but under healthy plants, the canopy quickly filled in thus shading the clover, and the clover then grew sickly and spindly, which attracts bugs

    I learned bugs love sickly clover, as I attracted a weak strain of thrips or some thirp looking bug that loved the clover but left the MJ alone

    Some other problems I had was that I had great difficulty getting the clover to flower. I think with thousands of seeds I saw maybe 2 flowers, so it forced me to trans plant mature clover from plants that I was taking down and planting in freshly rooted clones rather than having it recycle its self like I hoped it would. PITA
    Also, the clover gets really hot quick in compost so you gotta be careful with your worms.

    So, all in all, I will say that clover, Rhizobium bacteria, and Glomus Intraradice do play nicely together and it does benefit your grow, however, it is only really beneficial early on when first planting, and not for very long as you shade out the clover very quickly. Then the clover is more of a hindrance.
    There are easier ways to get mild N to your plants. Outside it would be a different story, a clover field would be a nice place to plant but inside, no thanks.
    4(207) likes this.

    ANC Well-Known Member

    We have such a minuscule understanding of this I would just chuck everything at the plant and look at the results...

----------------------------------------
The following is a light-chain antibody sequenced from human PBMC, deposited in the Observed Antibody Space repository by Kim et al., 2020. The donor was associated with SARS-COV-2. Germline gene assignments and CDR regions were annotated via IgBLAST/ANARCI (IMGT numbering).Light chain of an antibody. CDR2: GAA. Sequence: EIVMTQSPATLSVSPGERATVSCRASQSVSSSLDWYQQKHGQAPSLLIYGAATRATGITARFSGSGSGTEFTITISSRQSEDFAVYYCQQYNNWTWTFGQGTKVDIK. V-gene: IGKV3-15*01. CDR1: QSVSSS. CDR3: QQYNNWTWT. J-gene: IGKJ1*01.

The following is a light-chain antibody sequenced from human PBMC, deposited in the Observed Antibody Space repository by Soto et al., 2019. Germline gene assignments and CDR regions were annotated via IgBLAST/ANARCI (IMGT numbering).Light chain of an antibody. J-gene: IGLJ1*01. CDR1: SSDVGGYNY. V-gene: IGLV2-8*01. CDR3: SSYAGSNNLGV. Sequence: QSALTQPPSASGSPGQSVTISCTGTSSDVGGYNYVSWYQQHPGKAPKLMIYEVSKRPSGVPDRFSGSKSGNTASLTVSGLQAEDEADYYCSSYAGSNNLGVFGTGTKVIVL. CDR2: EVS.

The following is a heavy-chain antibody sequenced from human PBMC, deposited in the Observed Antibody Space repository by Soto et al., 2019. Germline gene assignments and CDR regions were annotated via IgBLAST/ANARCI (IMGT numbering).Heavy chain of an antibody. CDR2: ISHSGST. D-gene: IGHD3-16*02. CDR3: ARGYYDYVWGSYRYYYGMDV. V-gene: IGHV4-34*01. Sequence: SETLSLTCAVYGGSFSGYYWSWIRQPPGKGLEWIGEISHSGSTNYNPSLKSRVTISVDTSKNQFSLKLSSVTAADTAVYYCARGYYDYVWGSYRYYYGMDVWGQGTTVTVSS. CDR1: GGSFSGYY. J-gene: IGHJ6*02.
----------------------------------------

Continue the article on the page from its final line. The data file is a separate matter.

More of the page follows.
I know biochar also helps sink some of the nitrogen sequestered by the microbiology living on and in it.
    Uncle Reefer

    Uncle Reefer Well-Known Member

    Biochar is really interesting as well. If I had a fireplace I would try it.

    Dmannn Well-Known Member

    Very interesting topic. I know that Crimson clover is grown and tilled as it is a flower type lygume, which fix’s nitrogen from the soil. I know there are other thistles used in agriculture that are grown and tilled to increase nitrogen over time. Cycle nitrogen fix and release to direct absorption by a “host” plant is a great idea! I see the benefit drop because of light blockage.

    What if you Lst the plant away from the top of the clover?

    This also leads me to believe that Smokeable cannibus depeats soil of nitrogen and other nutrient at a rather fast pace, in comparison to hemp.
    SonsOfAvery and Uncle Reefer like this.

    ANC Well-Known Member

    Biochar is a bit different from the leftover pieces of coal from your fireplace.
    You need to let the organic source material burn off without an air supply. I guess you could make small amounts stuffing a coffee tin with a small hole in the lid, thrown into a fire.